On Southern Dessert Tables, Egg Custard Pie is a Classic. Custards were brought to the Colonies by the British and remained popular in the South, especially when boiled or baked in small custard dishes- From fancy Crème Brule to humble Banana Puddings- we do love our custards! When times were hard and cooking was done to survive- Egg Custards were thought to be comforting and necessary. Filled with eggs and milk, ingredients on hand in most southern kitchens, Egg Custard Pies are rich but not overly sweet. Some even thought, the sick and recovering should be fed Custards – to fatten them up! Leave it to the Southern Sweet Tooth to make a Dessert out of a Comfort Food! Some custards are cooked then poured into a baked pie shell. Cooked Custards may Scorch. Filling an unbaked pie shell with the custard mix- is a bit easier. Custards aren’t hard to make, but then again…
- An Overbaked Egg Custard Pie? A telltale crack in the center.
- Under-baked Custard? Too thin and wouldn’t set up.
A Southern lady’s baking skill was tested by her Custard Pies! Egg Custard Pies aren’t made that often any more- but we still have fond memories! I can hear it now…
‘Florigene could charm a bird out of tree just being who she was- but when she baked her Custard Pies- a whole flock of folks came around’
My mother in law, Eleanor, was famous for her Custard Pies- Coconut, Egg and Chocolate Custard Pies. I wish I had kept count of how many times someone told her how much they loved her Egg Custard Pie- so Eleanor would surprise them with one! Quietly serving the pies to her family- I’m not sure we always appreciated her skill. Custard Pies seemed to be a favorite of hers. When she died, over and over folks whispered, ‘I loved Eleanor’s Custard Pies…’ More than a decade has passed since she crossed over from this life to the next, yet those pies are still remembered fondly. Recently, I had not one, but two friends exclaim over the virtues of Egg Custard Pies- yet neither could recall when they had last eaten a homemade one.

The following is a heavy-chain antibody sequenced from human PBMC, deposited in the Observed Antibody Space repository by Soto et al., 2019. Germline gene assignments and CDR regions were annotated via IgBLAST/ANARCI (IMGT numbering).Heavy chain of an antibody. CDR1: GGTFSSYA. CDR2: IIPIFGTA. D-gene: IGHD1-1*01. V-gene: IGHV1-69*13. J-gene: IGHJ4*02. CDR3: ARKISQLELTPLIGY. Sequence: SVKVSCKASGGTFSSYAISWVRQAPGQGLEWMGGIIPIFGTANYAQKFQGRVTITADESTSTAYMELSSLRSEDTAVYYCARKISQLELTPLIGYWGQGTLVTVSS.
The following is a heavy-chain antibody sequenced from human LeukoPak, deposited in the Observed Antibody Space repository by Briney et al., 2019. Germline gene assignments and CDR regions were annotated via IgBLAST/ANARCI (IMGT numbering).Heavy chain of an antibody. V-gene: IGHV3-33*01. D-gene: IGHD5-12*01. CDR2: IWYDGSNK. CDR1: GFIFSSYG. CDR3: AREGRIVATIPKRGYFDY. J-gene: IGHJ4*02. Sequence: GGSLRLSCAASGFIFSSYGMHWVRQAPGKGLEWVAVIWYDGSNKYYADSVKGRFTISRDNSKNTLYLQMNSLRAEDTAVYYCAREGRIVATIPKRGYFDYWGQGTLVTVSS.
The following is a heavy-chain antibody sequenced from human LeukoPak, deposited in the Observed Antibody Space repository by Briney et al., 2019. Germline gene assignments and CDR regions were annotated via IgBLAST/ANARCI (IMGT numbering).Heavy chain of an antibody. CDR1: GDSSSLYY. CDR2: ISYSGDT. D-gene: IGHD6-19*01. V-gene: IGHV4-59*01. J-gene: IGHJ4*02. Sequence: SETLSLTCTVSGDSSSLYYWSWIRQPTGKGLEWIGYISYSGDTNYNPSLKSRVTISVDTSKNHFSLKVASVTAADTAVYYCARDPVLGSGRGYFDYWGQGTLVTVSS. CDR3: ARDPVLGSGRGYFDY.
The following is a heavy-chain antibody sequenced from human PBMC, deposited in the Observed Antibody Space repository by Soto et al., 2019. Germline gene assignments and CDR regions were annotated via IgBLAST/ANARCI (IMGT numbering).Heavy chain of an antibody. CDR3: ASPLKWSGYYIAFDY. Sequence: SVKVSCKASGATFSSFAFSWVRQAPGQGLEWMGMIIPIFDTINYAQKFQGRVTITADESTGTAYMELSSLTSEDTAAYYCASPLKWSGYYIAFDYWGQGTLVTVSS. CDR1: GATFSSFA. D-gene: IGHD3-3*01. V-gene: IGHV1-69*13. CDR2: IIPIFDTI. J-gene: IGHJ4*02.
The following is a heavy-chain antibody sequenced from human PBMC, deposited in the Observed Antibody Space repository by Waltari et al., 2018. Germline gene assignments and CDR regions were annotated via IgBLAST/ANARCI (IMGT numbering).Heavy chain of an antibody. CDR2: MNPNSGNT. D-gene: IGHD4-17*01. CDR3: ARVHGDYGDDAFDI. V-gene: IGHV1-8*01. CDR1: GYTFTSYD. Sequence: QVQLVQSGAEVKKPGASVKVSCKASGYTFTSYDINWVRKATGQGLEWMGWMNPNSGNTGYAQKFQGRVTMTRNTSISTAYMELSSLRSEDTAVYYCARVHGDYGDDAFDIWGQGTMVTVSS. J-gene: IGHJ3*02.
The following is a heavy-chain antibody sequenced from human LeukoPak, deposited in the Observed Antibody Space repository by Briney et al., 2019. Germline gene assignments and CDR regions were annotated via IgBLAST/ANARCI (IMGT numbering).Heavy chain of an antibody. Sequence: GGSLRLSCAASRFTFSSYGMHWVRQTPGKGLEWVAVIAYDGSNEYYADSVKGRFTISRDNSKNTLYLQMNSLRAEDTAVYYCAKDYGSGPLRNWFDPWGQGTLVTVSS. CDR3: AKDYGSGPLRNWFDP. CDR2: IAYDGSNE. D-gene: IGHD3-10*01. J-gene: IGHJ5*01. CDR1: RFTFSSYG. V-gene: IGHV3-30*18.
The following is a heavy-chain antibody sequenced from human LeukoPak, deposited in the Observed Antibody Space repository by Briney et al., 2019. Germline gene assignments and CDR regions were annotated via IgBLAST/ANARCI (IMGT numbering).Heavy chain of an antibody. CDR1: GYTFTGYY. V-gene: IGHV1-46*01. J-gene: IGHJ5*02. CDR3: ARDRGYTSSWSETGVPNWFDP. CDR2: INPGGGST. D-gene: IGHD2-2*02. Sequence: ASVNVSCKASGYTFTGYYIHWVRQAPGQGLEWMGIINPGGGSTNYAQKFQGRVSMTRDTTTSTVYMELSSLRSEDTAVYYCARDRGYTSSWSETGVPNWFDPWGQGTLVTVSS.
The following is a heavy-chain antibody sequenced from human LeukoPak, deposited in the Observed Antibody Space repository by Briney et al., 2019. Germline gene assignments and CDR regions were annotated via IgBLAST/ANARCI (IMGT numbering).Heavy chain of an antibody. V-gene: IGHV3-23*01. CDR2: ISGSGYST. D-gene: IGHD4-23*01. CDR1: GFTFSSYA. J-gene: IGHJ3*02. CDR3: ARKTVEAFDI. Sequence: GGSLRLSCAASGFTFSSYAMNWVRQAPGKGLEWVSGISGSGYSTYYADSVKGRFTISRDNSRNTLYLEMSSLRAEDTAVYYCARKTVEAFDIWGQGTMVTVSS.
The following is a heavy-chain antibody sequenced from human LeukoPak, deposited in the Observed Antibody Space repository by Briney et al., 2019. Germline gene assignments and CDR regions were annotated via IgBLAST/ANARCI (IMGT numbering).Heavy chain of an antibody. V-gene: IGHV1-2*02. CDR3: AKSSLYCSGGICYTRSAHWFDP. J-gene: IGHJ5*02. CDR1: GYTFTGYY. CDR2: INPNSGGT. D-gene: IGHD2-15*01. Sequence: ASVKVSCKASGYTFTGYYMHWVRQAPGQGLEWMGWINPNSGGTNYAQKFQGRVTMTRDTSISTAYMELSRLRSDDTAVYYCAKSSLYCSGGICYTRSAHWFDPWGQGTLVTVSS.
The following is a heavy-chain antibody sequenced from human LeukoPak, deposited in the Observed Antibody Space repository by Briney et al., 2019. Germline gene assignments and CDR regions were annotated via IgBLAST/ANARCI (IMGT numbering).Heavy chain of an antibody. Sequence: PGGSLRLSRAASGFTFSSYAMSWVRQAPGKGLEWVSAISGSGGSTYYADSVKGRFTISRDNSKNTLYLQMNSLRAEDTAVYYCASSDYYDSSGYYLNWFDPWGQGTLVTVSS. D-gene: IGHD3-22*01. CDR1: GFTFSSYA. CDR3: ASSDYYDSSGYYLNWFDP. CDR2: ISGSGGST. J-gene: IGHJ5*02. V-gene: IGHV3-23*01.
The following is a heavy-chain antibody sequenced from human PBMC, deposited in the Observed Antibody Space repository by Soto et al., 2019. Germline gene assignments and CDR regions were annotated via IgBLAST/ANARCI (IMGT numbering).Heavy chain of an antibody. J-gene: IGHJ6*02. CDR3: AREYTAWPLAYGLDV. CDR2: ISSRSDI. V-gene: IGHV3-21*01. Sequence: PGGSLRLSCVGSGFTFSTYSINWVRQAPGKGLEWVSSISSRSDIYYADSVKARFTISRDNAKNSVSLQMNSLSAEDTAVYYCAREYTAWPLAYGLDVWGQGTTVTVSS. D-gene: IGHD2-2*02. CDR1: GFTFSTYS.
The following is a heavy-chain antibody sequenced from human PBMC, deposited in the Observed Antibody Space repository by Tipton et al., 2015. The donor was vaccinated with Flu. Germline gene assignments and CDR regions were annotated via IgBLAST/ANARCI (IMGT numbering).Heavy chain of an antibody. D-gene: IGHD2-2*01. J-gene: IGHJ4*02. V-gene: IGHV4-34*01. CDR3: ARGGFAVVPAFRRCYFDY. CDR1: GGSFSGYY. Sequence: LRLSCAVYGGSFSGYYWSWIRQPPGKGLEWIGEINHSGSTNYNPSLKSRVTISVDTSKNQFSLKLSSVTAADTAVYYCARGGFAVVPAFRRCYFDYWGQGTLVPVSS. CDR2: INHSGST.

As the holidays approach, I think of my mother in law so often. Before, it seemed like stepping on sacred ground- to try to bake Egg Custard Pie. In fact, I would not even try to replicate her famous pie. The recipe I used is not hers- I don’t have it. I researched old cookbooks and found several that seemed close- my adaptation makes two pies- one to keep and one to share. And I changed it up to be more like a deep dish pie, by using a cake pan instead of the more shallow pie plate. The ingredients are always the same- it’s the method and the measure that differs from recipe to recipe. Eggs, Milk, Sugar, Vanilla poured into an unbaked Pie Shell and baked, then chilled. Here’s what I came up with-
Camellia’s Cottage Egg Custard Pie
- Preheat oven to 375º
- Line Two 8 or 9 inch Cake Pans with your favorite pie crusts.
- In a mixing bowl, measure 2 cups of Sugar, a pinch of salt, 1 Tablespoon- All Purpose Flour and 3/4 teaspoon of freshly grated Nutmeg.
- In another larger bowl, whisk 6 Large Eggs, beating until well combined.
- Add dry ingredients to whisked eggs, mixing until well combined.
- To egg mixture, add 2 cans of Evaporated Milk (not sweetened condensed) plus 1 cup of whole milk.
- Then add 1 tablespoon of Pure Vanilla Extract and mix until all is combined well. *The purists insist on straining this mixture- I didn’t.
- I poured portions of the mixture into a glass pitcher for ease of pouring the egg custard mixture into the Two Unbaked Pie Shells.
- Grate more Nutmeg over the top of the Pie Filling. *If pans are full- place them on a large sheet pan for baking.
- Bake Egg Custard Pies for one hour- checking after 45 minutes to see if Custard is set. *Mine were baked in 8 inch Pie Pans and needed the full hour.
- Remove from oven to cool, the filling will be puffed but will settle.
- Chill completely before serving so the filling flavors will be well developed.
- Makes 2 Deep Dish Pies.
- Keep refrigerated until serving. Any leftovers also should be kept chilled.
- *This is a rich but not too sweet pie. Approximately 8 servings in each pie.
My goodness, y’all! This Egg Custard Pie is good! And, next time- I might consider coating the top with granular sugar, then with one of those kitchen torches- Brule the top! Let’s just hope I don’t set the house on fire! This Fall, try making the comforting Southern Classic – Egg Custard Pie, for Sunday Dinner or even for the Holidays! Your Dessert Table will be even more popular!
Love y’all, Camellia
*all photographs are obviously mine